Monday, October 24, 2011

An American Mayor asks for United Nations financial assistance

Click to see this story on (Daily Item of Lynn, MA)

Lynn Mayor Judy Flanagan Kennedy at the Daily Item.
(Item Photo / Owen O'Rourke)Mayor seeking UN aid for immigrantsOriginally Published on Monday, October 17, 2011

LYNN - Mayor Judith Flanagan Kennedy is planning to head to Washington to ask the United Nations High Commissioner for Refugees why exactly it has made Lynn a haven city for immigrants and how it plans to help.

“It is our plan to get a delegation together with representatives from the School Department, the Police Department and the Housing Authority, to go down and say, ‘if you’re going to be placing people here you’ve got to help us out financially or stop placing people here,’” Kennedy said during a recent editorial board interview with The Daily Item.

The Office of the United Nations High Commissioner for Refugees was established in 1950 by the United Nations General Assembly and its primary purpose is to safeguard the rights and well-being of refugees. Kennedy discussed the ever-growing number of immigrants — legal and illegal — in the city during the interview.

The flood of immigrants into Lynn is taking its toll on the city and in particular on the schools, Kennedy said.

She estimates there have been 819 new students that have moved into the district since June. She said she would never deny any student the right to an education, but she also called the influx “a huge burden” on the district.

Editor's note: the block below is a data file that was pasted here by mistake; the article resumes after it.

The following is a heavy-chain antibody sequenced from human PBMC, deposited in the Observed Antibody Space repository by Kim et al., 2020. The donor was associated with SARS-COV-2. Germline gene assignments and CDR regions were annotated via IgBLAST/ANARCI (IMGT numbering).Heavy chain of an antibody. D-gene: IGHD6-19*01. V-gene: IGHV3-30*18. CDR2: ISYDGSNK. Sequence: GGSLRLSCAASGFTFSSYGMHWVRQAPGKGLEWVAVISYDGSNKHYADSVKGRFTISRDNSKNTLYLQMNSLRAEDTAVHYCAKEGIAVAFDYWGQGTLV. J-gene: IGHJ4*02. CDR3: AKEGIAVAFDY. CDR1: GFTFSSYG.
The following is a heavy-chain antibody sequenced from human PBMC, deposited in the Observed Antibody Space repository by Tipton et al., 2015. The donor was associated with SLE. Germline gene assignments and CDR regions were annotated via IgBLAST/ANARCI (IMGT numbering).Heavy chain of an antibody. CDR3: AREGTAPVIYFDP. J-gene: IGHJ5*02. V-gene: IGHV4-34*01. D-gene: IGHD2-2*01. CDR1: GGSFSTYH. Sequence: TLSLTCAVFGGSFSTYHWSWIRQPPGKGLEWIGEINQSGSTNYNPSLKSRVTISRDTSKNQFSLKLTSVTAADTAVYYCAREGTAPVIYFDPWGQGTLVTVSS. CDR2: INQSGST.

Kennedy was quick to note that Lynn has always been a welcoming city and a city of immigrants, but said that status is getting more and more expensive.

Some students come from tribes that have no written language, others have never been in a formal school setting, she said. A program was developed on the high school level to give older students that have never set foot in a school building a crash course in high school life. Programs such as that cost money, Kennedy noted.

“You’re not going to find programs like that in Lincoln or Sudbury,” she said. “You’re only going to find those kinds of problems in big urban districts.”

It was School Committee members John Ford and Rick Starbard who, Kennedy said, came to her and essentially said, “we have to stop this.”

“A generation or two or three ago, when my grandparents came here, it was learn English or get out of the way,” she said. “Now the city has so many mandates it’s become a financial burden.”

The financial burdens in the School Department don’t end with immigrants however. Kennedy said the district has also struggled to keep up with the federal No Child Left Behind act, which placed a number of unfunded or partially funded mandates on communities under the auspices of providing every student with an education. Like the immigrant issue, Kennedy said NCLB puts an undue burden on urban districts like Lynn.

“Under the law we are responsible for half of a (homeless) child’s transportation cost to and from school if their last known home was in Lynn,” she said. “They don’t even have to live here now.”

Kennedy said the district is currently paying $25,000 for a child who lives in Newburyport and goes to school in a nearby community, only because the child’s last known home address was Lynn.

She said she also just signed a contract for an Special Education Individual Education Plan (IEP) that will cost the community $308,000 per year.

“And that’s for one child,” she said. “SPED (Special Education) transportation cost is 25 percent of the school’s non-salary budget.”